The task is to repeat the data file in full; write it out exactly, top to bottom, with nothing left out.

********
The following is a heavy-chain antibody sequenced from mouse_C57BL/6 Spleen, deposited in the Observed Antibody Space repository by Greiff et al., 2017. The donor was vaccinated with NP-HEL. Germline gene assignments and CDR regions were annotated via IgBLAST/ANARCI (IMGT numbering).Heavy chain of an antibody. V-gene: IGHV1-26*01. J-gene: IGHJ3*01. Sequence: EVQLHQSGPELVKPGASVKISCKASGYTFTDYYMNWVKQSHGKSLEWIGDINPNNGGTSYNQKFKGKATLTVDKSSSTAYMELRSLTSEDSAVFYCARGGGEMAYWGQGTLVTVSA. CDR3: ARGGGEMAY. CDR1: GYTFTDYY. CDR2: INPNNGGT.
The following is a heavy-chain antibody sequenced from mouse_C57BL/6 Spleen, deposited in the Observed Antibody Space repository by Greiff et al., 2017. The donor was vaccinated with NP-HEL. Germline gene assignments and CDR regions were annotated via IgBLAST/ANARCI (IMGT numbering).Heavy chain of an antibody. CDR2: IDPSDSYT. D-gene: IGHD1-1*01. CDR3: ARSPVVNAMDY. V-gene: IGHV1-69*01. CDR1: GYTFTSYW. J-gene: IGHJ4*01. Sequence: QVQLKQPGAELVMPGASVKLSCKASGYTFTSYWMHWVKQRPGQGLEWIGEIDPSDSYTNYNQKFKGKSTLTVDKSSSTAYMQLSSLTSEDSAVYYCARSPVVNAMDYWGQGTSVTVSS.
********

The following is a heavy-chain antibody sequenced from mouse_C57BL/6 Spleen, deposited in the Observed Antibody Space repository by Greiff et al., 2017. The donor was vaccinated with NP-HEL. Germline gene assignments and CDR regions were annotated via IgBLAST/ANARCI (IMGT numbering).Heavy chain of an antibody. V-gene: IGHV1-26*01. J-gene: IGHJ3*01. Sequence: EVQLHQSGPELVKPGASVKISCKASGYTFTDYYMNWVKQSHGKSLEWIGDINPNNGGTSYNQKFKGKATLTVDKSSSTAYMELRSLTSEDSAVFYCARGGGEMAYWGQGTLVTVSA. CDR3: ARGGGEMAY. CDR1: GYTFTDYY. CDR2: INPNNGGT.
The following is a heavy-chain antibody sequenced from mouse_C57BL/6 Spleen, deposited in the Observed Antibody Space repository by Greiff et al., 2017. The donor was vaccinated with NP-HEL. Germline gene assignments and CDR regions were annotated via IgBLAST/ANARCI (IMGT numbering).Heavy chain of an antibody. CDR2: IDPSDSYT. D-gene: IGHD1-1*01. CDR3: ARSPVVNAMDY. V-gene: IGHV1-69*01. CDR1: GYTFTSYW. J-gene: IGHJ4*01. Sequence: QVQLKQPGAELVMPGASVKLSCKASGYTFTSYWMHWVKQRPGQGLEWIGEIDPSDSYTNYNQKFKGKSTLTVDKSSSTAYMQLSSLTSEDSAVYYCARSPVVNAMDYWGQGTSVTVSS.